March 16th, 2006


More info on the RFID virus.

There have been a lot of news stories about Melanie Reiback et al discovering an RFID virus capable of infecting RFID tags and the back-end databases that use the info on them. Unfortunately, it doesn't seem that many of these stories give much in the way of technical details of the attack.

However, heavy duty technical info is out there for anyone who wants it. Reiback et al put up a whole website just to share the details of the threat with everyone. Though you'd never know it by reading 99% of the stories. So here it is:

(Easy enough URL for ya?)

Basically, we have another set of buffer overflow attacks caused by dumb programmers who said "nobody will EVER slip an invalid RFID tag into MY pile!" Oh yes they will, buck-o. Especially if your RFID tags are inventorying "secure" airline luggage or expensive retail merchandise.

Understanding (or not) engineers.

It's totally unfair to suggest - as many have - that engineers are socially inept. Engineers simply have different objectives when it comes to social interaction.

"Normal" people expect to accomplish several unrealistic things from social interaction:

  • Stimulating and thought-provoking conversation
  • Important social contacts
  • A feeling of connectedness with other humans

These goals are irrational and stupid. Experience shows that most conversations degenerate into discussions about parking spaces, weather patterns, elapsed time since you last exercised, and - God forbid - "feelings." Those topics hardly qualify as stimulating and thought-provoking. Nor are they useful. Engineers realize that making personal contacts is not valuable in their occupation. For them it's not "who you know" that matters, it's "who knows less than you do" that counts. Nor is there much tangible value in feeling "connected" with other humans. That stuff is best left to the poets and the multilevel marketing organization. To an engineer, most "normal" people are intellectually indistinguishable from Mexican jumping beans with faces. Feeling "connected" with carbon-based dolts holds all the joy of being handcuffed to a dead zebra - it sounds special, but it can get old fast.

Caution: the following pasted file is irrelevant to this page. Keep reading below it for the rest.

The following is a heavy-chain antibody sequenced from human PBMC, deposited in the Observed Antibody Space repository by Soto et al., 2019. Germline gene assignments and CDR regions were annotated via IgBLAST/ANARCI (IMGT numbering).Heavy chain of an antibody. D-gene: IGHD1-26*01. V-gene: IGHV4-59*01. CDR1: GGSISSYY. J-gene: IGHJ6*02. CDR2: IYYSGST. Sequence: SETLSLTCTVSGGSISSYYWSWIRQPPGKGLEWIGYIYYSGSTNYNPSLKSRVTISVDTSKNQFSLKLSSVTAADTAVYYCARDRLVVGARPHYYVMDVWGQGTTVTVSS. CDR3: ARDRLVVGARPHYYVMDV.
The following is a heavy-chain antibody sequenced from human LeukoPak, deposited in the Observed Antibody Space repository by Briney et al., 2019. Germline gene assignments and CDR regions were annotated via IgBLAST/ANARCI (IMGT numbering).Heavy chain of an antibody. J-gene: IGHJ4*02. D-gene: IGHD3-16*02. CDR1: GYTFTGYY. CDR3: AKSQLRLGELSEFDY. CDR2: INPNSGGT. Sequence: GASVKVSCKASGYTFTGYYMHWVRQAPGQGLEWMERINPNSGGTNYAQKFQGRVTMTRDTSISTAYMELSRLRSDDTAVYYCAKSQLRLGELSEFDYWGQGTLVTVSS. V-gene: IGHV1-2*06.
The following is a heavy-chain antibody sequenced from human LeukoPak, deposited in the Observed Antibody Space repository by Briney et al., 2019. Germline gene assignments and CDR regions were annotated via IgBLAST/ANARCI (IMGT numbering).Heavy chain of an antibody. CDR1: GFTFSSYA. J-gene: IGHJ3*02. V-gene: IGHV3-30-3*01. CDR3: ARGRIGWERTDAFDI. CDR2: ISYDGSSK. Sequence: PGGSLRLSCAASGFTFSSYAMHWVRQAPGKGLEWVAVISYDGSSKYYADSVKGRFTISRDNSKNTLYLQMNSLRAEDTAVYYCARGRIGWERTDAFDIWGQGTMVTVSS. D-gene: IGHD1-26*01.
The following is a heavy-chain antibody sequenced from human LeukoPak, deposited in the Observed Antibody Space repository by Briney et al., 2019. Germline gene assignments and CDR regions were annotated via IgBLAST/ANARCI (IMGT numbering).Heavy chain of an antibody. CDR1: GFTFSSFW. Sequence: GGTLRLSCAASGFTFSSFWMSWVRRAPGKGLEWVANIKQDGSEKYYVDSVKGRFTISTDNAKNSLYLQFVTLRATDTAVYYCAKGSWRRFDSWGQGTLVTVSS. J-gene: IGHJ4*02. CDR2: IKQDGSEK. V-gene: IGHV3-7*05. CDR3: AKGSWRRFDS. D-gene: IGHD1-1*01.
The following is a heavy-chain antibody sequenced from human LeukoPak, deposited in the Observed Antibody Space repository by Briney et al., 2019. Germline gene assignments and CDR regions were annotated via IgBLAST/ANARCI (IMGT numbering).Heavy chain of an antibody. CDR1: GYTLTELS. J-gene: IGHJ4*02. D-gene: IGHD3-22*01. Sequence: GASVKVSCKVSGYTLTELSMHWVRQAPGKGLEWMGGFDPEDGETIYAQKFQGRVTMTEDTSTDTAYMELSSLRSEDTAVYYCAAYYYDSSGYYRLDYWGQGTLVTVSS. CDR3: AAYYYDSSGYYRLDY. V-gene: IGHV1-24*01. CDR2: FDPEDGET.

In contrast to "normal" people, engineers have rational objectives for social interactions:

  • Get it over with as soon as possible.
  • Avoid getting invited to something unpleasant.
  • Demonstrate mental superiority and mastery of all subjects.

These are sensible goals and ones that can produce great joy. Tho social skill of an engineer must be evaluated on the basis of these rational objectives, not on the basis of bizarre and nonsensical societal standards. Viewed in this light, I think you'll agree that engineers are very effective in their social interactions. It's the "normal" people who are nuts.

From "The Dilbert Principle" by Scott Adams

See also: Triumph the Comic Insult Dog vs. The Star Wars Nerds. (Guy: "I-AM-A-STORM-TROOPER!" Triumph: "YOU-ARE-A-HUGE-NERD!")
  • Current Mood

Cell phones in movie theaters: A technologically immodest proposal.

Bruce Schneier wrote about this subject and I wanted to throw in my 2 cents as well. Purely because I enjoy the sound of my own keystrokes, you understand.

The problem is not people carrying cell phones into theaters. It's when the cell phones in theaters ring audibly, disburbing other people. The audible ringer is the problem, not the whole phone. So if you ask me, the real solution to this is not to install cell phone jammers in theaters, it's to install cell phone ringer silencers.

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